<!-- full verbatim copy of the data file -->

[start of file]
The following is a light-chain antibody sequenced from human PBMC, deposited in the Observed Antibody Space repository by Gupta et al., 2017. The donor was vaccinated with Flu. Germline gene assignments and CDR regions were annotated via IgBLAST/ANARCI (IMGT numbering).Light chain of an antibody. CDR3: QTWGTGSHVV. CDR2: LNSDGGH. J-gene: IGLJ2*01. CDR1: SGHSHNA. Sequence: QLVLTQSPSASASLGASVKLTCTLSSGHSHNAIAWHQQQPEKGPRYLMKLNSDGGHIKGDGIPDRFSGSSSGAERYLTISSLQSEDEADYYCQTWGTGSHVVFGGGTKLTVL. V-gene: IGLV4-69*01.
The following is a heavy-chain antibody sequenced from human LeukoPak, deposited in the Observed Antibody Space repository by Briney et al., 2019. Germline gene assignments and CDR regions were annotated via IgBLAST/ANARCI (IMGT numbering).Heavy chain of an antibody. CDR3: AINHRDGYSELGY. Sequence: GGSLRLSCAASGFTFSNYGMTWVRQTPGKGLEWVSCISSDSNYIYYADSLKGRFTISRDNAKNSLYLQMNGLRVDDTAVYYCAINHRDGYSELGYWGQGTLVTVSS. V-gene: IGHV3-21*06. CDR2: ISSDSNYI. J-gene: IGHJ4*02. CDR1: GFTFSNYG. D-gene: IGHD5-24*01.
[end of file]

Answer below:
The following is a light-chain antibody sequenced from human PBMC, deposited in the Observed Antibody Space repository by Gupta et al., 2017. The donor was vaccinated with Flu. Germline gene assignments and CDR regions were annotated via IgBLAST/ANARCI (IMGT numbering).Light chain of an antibody. CDR3: QTWGTGSHVV. CDR2: LNSDGGH. J-gene: IGLJ2*01. CDR1: SGHSHNA. Sequence: QLVLTQSPSASASLGASVKLTCTLSSGHSHNAIAWHQQQPEKGPRYLMKLNSDGGHIKGDGIPDRFSGSSSGAERYLTISSLQSEDEADYYCQTWGTGSHVVFGGGTKLTVL. V-gene: IGLV4-69*01.
The following is a heavy-chain antibody sequenced from human LeukoPak, deposited in the Observed Antibody Space repository by Briney et al., 2019. Germline gene assignments and CDR regions were annotated via IgBLAST/ANARCI (IMGT numbering).Heavy chain of an antibody. CDR3: AINHRDGYSELGY. Sequence: GGSLRLSCAASGFTFSNYGMTWVRQTPGKGLEWVSCISSDSNYIYYADSLKGRFTISRDNAKNSLYLQMNGLRVDDTAVYYCAINHRDGYSELGYWGQGTLVTVSS. V-gene: IGHV3-21*06. CDR2: ISSDSNYI. J-gene: IGHJ4*02. CDR1: GFTFSNYG. D-gene: IGHD5-24*01.